Territory Stories

Parliamentary record : Part I debates (16 August 1990)

Details:

Title

Parliamentary record : Part I debates (16 August 1990)

Collection

Debates for 5th Assembly 1987 - 1990; ParliamentNT; Parliamentary Record; 5th Assembly 1987 - 1990

Date

1990-08-16

Notes

Made available by the Legislative Assembly of the Northern Territory

Language

English

Subject

Debates

Publisher name

Northern Territory Legislative Assembly

Place of publication

Darwin

File type

application/pdf

Use

Attribution International 4.0 (CC BY 4.0)

Copyright owner

Legislative Assembly of the Northern Territory

License

https://creativecommons.org/licenses/by/4.0/

Parent handle

https://hdl.handle.net/10070/220304

Citation address

https://hdl.handle.net/10070/699527

Page content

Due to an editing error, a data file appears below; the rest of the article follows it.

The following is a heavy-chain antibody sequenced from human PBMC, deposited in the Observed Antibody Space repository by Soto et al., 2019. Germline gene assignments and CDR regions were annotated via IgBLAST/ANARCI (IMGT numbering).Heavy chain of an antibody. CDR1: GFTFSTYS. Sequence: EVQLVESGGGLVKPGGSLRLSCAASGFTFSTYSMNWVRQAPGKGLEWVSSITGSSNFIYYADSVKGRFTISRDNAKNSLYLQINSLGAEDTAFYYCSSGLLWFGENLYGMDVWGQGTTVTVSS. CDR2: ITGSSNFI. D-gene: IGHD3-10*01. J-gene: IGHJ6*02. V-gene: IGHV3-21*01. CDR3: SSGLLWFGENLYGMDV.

DEBATES - Thursday 16 August 1990 said that it is its problem and it has to start thinking about solutions to resolve it. As part of that, it commissioned Pamela Lyons to prepare a report. I recommend that every member of parl i ament shoul d read that report. It is a very readable and very sensible report. I think we could do very well indeed if we looked seriously at the recommendations in the report and picked up most of them because, in my view, they are sensible recommendations. For me,' the basic message that comes out of Pamela Lyons' report is that the community has decided to own to the problem. It is from the community, in this case the Tangentyere community, that the solutions have to come. There is no point in us, as legislators, sitting here and saying: 'This is how we will resolve these problems'. The community itself has to come to accept the problem and then attempt to come up with solutions. Tangentyere is making a serious attempt. It has named the problem and it is now looking at solutions. That is a process that we will need to follow Territory-wide. In one sense, it is easier in respect of the Aboriginal part of the problem because there are identifiable groups like Tangentyere and the councils in Aboriginal communities who can tackle the problem. It is rather harder in white communities because we do not have that collective mentality. We tend to be more individualistic. We tend to hide our problems behind the 4 walls of our houses and we are very reluctant to talk about them. That is why there is a great' tendency to say that the Aboriginal drinking problem is far worse than the white problem. Frankly, I do not think, and Pamela Lyon and others do not think, that that is the case at all. We have come along way in the 1 ast few months. It is important that we keep the momentum gOing, debate the issues and address suggestions that are proposed. Hopefully, at the end, we will have a strategy with which all of us can be comfortable and which can seriously address the problems. One of the interesting suggestions in Pamela Lyons' report is what is called 'dram shop or liquor shop liability'. It is a concept that is pretty new to Australia, but it is widespread in the United States where 38 states have dram shop or liquor shop liability laws. Those ,liability laws make servers of alcoholic beverages potentially legally liable for injuries caused by their intoxicated and or under-aged customers. I am certainly not suggesting this but, in some American states, it has been extended to people in any situation who offer alcohol to others. There have been a couple of famous 1 ega 1 cases. In one case, the parents were away and the kids had a party. One of the kids at the party was killed on the way home. The parents of the deceased successfully sued the owners of the house under the liability law that was in place for that state. I am certainly not suggesting that for the Northern Territory but, as part of our deliberations, we could look at liquor shop liability. For whatever reason, we have a situation where the present liquor laws are not working. No one in the hotel industry has been prosecuted success fu lly. No prosecut i on has been 1 aunched even aga i nst i ndi vi dua 1 hoteliers for serving drunks or under-aged people. That problem is not restricted to the Northern Territory. Research has indicated that, right across Australia, the laws relating to serving intoxicated persons are very rarely enforced. Those laws simply do not work at present. From Canadian experience, we know that successful server liability cases can be prosecuted under common law. There is no reason, in one sense, why server liability cases cannot be prosecuted under common law in Australia. In our increasingly litigious society, perhaps it is only a matter of time before such a prosecut i on is brought. At 1 east theoret i ca lly, that avenue is open to people. 9941


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